Big Moose Lake NY: The Ghost of Grace Brown

by JoHarrington

The infamous murder (or was it an accident?) of Grace Brown became a best-selling novel and an Oscar winning movie. But Grace evidently still has a story to tell.

In 1908, Chester Gillette was sent to the electric chair for the murder of his pregnant girlfriend, Grace Brown.

This does not appear to have appeased the spirit of the young factory worker. Her ghost has been spotted at various locations on and around the lake where she was found drowned.

As a popular tourist resort, surrounded by woodland cabins, there's plenty of people who have gone on record as seeing the apparition. Grace has been recognized from newspaper reports of the court case which sentenced her boyfriend to death.

An American Tragedy by Theodore Dreiser

This novel is based on the true life story of Grace Brown and Chester Gillette. They are fictionalized as Roberta and Clyde.

Dramatizing Grace: An American Tragedy and A Place in the Sun

A 1925 book and a 1951 movie have introduced the story of Grace Brown to generations of people. But only with fictionalized accounts moving ever further from the truth.

Image: George and Alice in A Place in the SunIn 2005, Theodore Dreiser's crime novel An American Tragedy made it onto the Time Magazine Top 100 Books list.  For many devoted readers, it was an accolade that was long overdue.

It told the story of Clyde Griffiths, a young man with aspirations to social climbing, and the two women in his sights. The first was Roberta, whom he saw as beneath him; and the second was Sondra, a wealthy heiress and definitely his key to the good life.

Unfortunately, it's Roberta who gets pregnant, with tragic consequences for everyone involved.

If you haven't read the book, then you may have seen one of the many plays adapted from it.  More probably, you have seen the film. 

A Place in the Sun is arguably both Montgomery Clift and Shelley Winters at their finest.  They managed to even outshine Elizabeth Taylor! 

The movie, released in 1951, was loosely based on Dreiser's novel.  Clyde was now George Eastman and Roberta was Alice Tripp.  Angela Vickers was the gorgeous socialite, who took the place of the book's Sondra Findley.

A Place in the Sun won six Oscars, as well as the first ever Golden Globe Award for Best Motion Picture - Drama.

But how many people, watching the movie or plays, or reading the novel, actually realized that it was all based on a true story? Or that the dead are apparently not resting easily in their graves?

A Place in the Sun on DVD or on Amazon Instant Video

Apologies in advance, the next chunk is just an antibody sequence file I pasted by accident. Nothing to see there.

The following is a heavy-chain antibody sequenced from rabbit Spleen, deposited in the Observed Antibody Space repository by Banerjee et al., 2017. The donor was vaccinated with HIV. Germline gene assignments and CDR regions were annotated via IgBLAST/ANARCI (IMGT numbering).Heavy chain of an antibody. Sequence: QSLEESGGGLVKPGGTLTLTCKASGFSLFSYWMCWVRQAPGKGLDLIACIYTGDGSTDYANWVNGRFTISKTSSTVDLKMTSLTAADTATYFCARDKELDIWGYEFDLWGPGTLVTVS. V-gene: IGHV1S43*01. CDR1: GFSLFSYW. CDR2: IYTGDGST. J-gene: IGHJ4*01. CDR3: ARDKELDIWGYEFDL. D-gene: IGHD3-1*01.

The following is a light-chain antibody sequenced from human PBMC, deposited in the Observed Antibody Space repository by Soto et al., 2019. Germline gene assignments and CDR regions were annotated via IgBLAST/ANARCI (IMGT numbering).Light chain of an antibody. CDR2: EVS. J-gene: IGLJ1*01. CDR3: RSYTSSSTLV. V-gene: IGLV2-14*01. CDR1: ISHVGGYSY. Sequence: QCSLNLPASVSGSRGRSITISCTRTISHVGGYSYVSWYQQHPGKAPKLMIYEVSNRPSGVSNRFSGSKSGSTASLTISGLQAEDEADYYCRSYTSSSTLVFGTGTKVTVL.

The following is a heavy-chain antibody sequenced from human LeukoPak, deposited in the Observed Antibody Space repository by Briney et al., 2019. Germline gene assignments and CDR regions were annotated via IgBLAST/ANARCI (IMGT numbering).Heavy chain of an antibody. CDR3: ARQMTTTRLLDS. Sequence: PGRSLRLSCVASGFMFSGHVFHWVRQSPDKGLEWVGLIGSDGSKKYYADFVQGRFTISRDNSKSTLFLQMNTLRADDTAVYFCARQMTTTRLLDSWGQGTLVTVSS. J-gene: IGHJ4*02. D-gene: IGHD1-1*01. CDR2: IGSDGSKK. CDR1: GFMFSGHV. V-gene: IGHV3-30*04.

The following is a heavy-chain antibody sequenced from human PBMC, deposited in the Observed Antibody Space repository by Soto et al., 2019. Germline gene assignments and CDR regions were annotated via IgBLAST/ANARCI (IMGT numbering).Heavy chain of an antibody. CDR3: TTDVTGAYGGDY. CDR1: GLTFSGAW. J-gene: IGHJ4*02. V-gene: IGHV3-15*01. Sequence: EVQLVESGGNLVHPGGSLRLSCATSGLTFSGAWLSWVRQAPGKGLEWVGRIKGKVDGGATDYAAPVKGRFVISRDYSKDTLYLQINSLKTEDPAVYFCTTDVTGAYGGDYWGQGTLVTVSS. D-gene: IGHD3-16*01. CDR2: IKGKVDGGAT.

Watch one of the greatest dramatic American movies of all time.
A Place in the SunA Place in the Sun

Chester Gillette and Grace Brown: A Doomed Romance

It's evident that Chester did not think of Grace as suitable wife material. Apparent to everyone except Grace, that is.

Image: Chester GiletteIf you have read the book or watched the film, please attempt to put the characterizations to the back of your mind.  They were largely inaccurate, especially in their portrayal of Grace as a whining, conniving schemer.

Public opinion appears to have always favored Chester Gillette, despite (or maybe because of) his conviction and death in the electric chair. 

There was something about this charismatic young man which struck a chord. His dreams and ambition seemed to personify the American Dream.

Chester was a poor boy, the son of traveling Evangelists, who wanted to make good.  He was offered employment by his uncle, the owner of a large textiles factory in Cortland, New York State, and thought that he had made it.  But the uncle had him starting at the bottom, in the dirtiest shop floor jobs.

Yet he was determined to work hard and became a wealthy man in his own right.  Moreover, he was a huge hit with the ladies.  So far, so American.

Grace Brown, on the other hand, was everything that annoyed Gilded Age sensibilities. She was the daughter of a farm worker, who had struck off alone into working as a seamstress at the factory. She suffered epileptic fits.  She had 'led him on' and she had slept with him out of wedlock.

It didn't matter that friends and work colleagues would counter that Grace was actually a really sweet person. Painfully naive and unworldly for all of her twenty years, she had been flattered beyond measure by the attentions of the boss's nephew.

She had been head over heels in love with him, willing to believe everything that he told her. It hurt her that he refused to acknowledge her in public, but she still defended him to her friends.

He was going to marry her, she told them.  He just had to keep his uncle happy, by pretending to court the rich girl.  That was all.  That really was all.  What else could it possibly be?

Grace Brown's Love Letters

This is the romantic correspondence between Grace and Chester, augmented with her diary entries from 1902.